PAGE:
Although the book industry remains overwhelmingly white—87% of respondents to PW’s most recent annual salary survey identify as Caucasian—there is undeniably a new and passionate generation of young black professionals working inside publishing houses.
To get their perspective on the industry, PW spoke with a group of 20- and 30-somethings that included Georgia Bodnar, associate editor, Viking; Milena Brown, publicity manager, Atria; Rakia Clark, senior editor, Beacon Press; Christian Coleman, associate digital marketing manager, Beacon Press; Nicole Counts, associate editor, One World; Devin Funches, sales and marketing manager, Lion Forge Comics; Zakia Henderson-Brown, associate editor and strategic partnerships coordinator, New Press; Chelcee Johns, editorial assistant, 37 Ink; Ebony Ladelle, senior marketing manager, HarperTeen; Tolani Osan, corporate marketing associate, Simon & Schuster; and Christina “Steenz” Stewart, associate editor, Lion Forge Comics.
Why and How They Got Jobs in Book Publishing
Johns: I knew I desired a life of words, to help shape and create culture. I also knew the importance of diversity not just in writers, but the editors and agents that walk these books into the market. I figured, by working in publishing, I could read, write, edit, and create books that stand the test of the time, empower, and maybe even change minds.
Coleman: I worked at two nonprofits in the Bay Area: one dedicated to environmental issues, the other a support organization for LGBTQ+ South Asians. The marketing, writing, and copyediting jobs I had at these places primed me for the digital marketing associate position that opened at Beacon Press.
Stewart: I knew I was always going to be in the arts, but as I started working in the comics industry, my interests moved toward publishing. It was all on-the-job training from being a comic shop retailer, comics-focused librarian, and now an editor! After having done a huge amount of event coordination and community management, I ended up having the skills to be the social media and community manager at Lion Forge; my knowledge of books in all markets is what led me to become an editor.
Funches: I went to school for marketing, so I have no true academic background in publishing. Everything I know I learned on the job or by taking the time to learn outside of work.
Ladelle: I thought I wanted to be a journalist, until I took a work-study job in the marketing department at the Howard University bookstore. I fell in love with being able to brainstorm how to get people interested and invested in our bookstore, author events, and reading. After getting my MS in publishing from Pace University, I was accepted into Simon & Schuster’s rotational associate program, and in less than a year I was hired there full time.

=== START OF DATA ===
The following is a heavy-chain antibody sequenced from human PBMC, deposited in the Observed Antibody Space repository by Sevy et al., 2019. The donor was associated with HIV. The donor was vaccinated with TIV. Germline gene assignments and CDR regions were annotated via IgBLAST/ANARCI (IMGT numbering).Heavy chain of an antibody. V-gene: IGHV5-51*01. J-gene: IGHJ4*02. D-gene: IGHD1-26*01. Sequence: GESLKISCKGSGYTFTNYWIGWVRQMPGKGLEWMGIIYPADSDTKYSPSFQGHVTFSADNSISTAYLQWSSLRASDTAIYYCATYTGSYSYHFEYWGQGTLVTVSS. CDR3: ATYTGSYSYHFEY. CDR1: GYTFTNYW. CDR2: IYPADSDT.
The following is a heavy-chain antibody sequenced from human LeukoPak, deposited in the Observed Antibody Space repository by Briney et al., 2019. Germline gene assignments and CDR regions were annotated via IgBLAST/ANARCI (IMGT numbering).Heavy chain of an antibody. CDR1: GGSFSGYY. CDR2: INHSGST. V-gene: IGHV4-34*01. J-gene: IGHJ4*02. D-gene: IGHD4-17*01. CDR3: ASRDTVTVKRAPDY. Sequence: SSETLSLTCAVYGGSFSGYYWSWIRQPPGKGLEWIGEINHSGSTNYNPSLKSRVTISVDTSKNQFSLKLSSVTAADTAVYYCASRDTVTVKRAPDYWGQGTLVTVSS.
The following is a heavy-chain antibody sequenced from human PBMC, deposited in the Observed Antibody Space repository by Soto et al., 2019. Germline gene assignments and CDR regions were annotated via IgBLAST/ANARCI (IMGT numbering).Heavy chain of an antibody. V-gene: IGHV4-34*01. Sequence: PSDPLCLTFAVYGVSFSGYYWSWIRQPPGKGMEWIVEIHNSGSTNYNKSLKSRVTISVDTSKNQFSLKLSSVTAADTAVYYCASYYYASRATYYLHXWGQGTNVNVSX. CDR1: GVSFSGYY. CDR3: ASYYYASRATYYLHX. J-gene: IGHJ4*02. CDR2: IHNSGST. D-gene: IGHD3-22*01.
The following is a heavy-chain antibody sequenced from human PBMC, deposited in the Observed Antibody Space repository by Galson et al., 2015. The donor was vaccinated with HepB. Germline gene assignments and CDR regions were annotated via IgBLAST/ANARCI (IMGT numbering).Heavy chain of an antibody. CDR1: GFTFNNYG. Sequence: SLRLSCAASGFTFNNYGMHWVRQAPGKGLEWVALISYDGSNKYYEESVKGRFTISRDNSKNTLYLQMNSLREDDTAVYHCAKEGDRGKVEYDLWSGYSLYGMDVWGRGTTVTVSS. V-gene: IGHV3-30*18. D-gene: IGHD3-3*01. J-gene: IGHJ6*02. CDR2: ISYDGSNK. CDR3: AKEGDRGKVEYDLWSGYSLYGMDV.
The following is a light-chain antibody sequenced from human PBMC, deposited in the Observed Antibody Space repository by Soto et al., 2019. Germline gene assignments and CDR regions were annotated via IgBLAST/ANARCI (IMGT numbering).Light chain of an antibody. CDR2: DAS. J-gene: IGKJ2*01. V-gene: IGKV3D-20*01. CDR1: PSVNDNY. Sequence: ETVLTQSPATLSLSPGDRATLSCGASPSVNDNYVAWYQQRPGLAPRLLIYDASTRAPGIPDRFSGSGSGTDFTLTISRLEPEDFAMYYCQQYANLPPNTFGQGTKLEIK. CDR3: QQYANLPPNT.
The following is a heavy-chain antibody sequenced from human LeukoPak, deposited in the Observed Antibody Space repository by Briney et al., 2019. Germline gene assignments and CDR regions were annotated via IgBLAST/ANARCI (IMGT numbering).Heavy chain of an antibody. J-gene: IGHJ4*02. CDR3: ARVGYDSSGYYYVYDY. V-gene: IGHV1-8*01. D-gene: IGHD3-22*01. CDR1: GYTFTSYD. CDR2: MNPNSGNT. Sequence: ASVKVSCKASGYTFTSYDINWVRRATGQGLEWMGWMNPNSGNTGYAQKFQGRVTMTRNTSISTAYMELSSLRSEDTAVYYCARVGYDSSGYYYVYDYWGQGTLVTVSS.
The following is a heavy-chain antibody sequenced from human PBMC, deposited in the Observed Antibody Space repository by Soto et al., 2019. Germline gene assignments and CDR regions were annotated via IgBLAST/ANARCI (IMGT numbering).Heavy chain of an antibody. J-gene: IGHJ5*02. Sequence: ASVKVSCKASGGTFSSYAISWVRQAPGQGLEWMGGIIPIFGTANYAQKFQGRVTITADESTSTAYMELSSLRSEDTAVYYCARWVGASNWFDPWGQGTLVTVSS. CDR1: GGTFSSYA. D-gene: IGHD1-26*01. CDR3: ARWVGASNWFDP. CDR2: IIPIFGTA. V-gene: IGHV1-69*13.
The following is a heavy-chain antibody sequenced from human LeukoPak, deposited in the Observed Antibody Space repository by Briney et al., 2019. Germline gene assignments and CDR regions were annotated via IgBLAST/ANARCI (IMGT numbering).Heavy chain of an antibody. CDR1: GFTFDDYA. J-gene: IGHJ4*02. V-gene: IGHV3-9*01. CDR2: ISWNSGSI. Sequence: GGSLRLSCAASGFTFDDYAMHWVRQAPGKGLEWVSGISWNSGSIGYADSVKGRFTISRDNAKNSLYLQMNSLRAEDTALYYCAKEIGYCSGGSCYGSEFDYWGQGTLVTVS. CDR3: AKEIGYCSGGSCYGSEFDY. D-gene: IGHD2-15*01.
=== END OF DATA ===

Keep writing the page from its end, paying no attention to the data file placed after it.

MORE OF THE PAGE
Bodnar: I always thought I’d be in government doing pro bono work as a human rights attorney. I interned at a think tank in D.C. for a semester, but I wanted to play a role in shaping culture through books. I took a proofreading and copyediting class at NYU’s School of Continuing Education and began my publishing career at Tor as a production coordinator working on mass market reprints.
Brown: I got a temp assignment in the publicity department at Hyperion/Disney and that’s where I had my “aha moment.” Having been a senior entertainment publicist in Los Angeles, I was overqualified for publicity assistant but underqualified for senior publicist positions, because I knew zero about the publishing industry. I ended up getting my first publishing job at Penguin as an associate publicist. I didn’t care that I was making less, because I loved books, reading, and doing PR.
Counts: I wanted to care for authors and readers by being in on the book from the beginning. What makes a good editor is the same thing that makes a good writer: you have to be a good observer, ask questions, and love words and the deep power they have.
Clark: Right out of the Columbia Publishing Course, I started at HarperCollins as a rotational associate—a program where you rotate from department to department, learning how they all work. I’d already suspected that I wanted to work in editorial, but I was curious about publicity and marketing, so I spent some time in a bunch of different departments. They were all interesting, but the rotating confirmed for me that editorial was the best fit.
Osan: In the very beginning, I pursued a career in magazine publishing. But during a trip to N.Y.C., I had the opportunity to see book publishing firsthand and vibed with it. After graduating college, I interned at Scholastic on Fridays while I proofread law patents—just to get some experience. When I was at Emerson College studying for my masters in publishing and writing, I interned at Wiley and at Serendipity Literary Agency.
Henderson-Brown: I didn’t plan a career in publishing, but I’ve been having a blast anyway. I was very fortunate to have the opportunity to combine two of my most enduring obsessions: social justice and literature. I owe it all to the paradigm-shifting work of The New Jim Crow and the New Press’s savvy decision to hire someone with an organizing background to galvanize the momentum of the book.